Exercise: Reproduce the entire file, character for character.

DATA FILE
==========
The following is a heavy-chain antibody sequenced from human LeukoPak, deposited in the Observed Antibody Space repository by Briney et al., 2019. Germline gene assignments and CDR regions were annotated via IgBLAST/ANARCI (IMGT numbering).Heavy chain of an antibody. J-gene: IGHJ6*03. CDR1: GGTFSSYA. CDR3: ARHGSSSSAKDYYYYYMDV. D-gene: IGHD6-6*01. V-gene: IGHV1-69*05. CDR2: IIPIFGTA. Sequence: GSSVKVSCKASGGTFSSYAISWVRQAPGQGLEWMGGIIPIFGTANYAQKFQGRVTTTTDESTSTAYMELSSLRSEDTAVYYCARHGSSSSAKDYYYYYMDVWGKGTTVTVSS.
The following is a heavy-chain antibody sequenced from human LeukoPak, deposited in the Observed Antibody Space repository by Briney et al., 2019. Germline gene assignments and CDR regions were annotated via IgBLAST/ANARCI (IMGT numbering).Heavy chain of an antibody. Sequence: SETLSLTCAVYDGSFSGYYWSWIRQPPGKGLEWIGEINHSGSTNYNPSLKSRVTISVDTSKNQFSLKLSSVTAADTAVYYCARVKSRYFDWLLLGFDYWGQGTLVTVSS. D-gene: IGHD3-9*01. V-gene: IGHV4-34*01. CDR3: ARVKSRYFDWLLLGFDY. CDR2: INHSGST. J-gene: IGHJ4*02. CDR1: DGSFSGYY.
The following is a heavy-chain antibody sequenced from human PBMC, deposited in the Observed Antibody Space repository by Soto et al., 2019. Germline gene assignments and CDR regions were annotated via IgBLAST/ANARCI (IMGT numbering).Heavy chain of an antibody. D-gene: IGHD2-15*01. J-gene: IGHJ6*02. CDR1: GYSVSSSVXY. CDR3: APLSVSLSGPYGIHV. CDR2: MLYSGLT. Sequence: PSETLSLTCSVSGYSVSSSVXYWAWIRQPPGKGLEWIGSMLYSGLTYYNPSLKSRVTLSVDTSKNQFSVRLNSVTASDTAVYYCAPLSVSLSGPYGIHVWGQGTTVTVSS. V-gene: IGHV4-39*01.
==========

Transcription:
The following is a heavy-chain antibody sequenced from human LeukoPak, deposited in the Observed Antibody Space repository by Briney et al., 2019. Germline gene assignments and CDR regions were annotated via IgBLAST/ANARCI (IMGT numbering).Heavy chain of an antibody. J-gene: IGHJ6*03. CDR1: GGTFSSYA. CDR3: ARHGSSSSAKDYYYYYMDV. D-gene: IGHD6-6*01. V-gene: IGHV1-69*05. CDR2: IIPIFGTA. Sequence: GSSVKVSCKASGGTFSSYAISWVRQAPGQGLEWMGGIIPIFGTANYAQKFQGRVTTTTDESTSTAYMELSSLRSEDTAVYYCARHGSSSSAKDYYYYYMDVWGKGTTVTVSS.
The following is a heavy-chain antibody sequenced from human LeukoPak, deposited in the Observed Antibody Space repository by Briney et al., 2019. Germline gene assignments and CDR regions were annotated via IgBLAST/ANARCI (IMGT numbering).Heavy chain of an antibody. Sequence: SETLSLTCAVYDGSFSGYYWSWIRQPPGKGLEWIGEINHSGSTNYNPSLKSRVTISVDTSKNQFSLKLSSVTAADTAVYYCARVKSRYFDWLLLGFDYWGQGTLVTVSS. D-gene: IGHD3-9*01. V-gene: IGHV4-34*01. CDR3: ARVKSRYFDWLLLGFDY. CDR2: INHSGST. J-gene: IGHJ4*02. CDR1: DGSFSGYY.
The following is a heavy-chain antibody sequenced from human PBMC, deposited in the Observed Antibody Space repository by Soto et al., 2019. Germline gene assignments and CDR regions were annotated via IgBLAST/ANARCI (IMGT numbering).Heavy chain of an antibody. D-gene: IGHD2-15*01. J-gene: IGHJ6*02. CDR1: GYSVSSSVXY. CDR3: APLSVSLSGPYGIHV. CDR2: MLYSGLT. Sequence: PSETLSLTCSVSGYSVSSSVXYWAWIRQPPGKGLEWIGSMLYSGLTYYNPSLKSRVTLSVDTSKNQFSVRLNSVTASDTAVYYCAPLSVSLSGPYGIHVWGQGTTVTVSS. V-gene: IGHV4-39*01.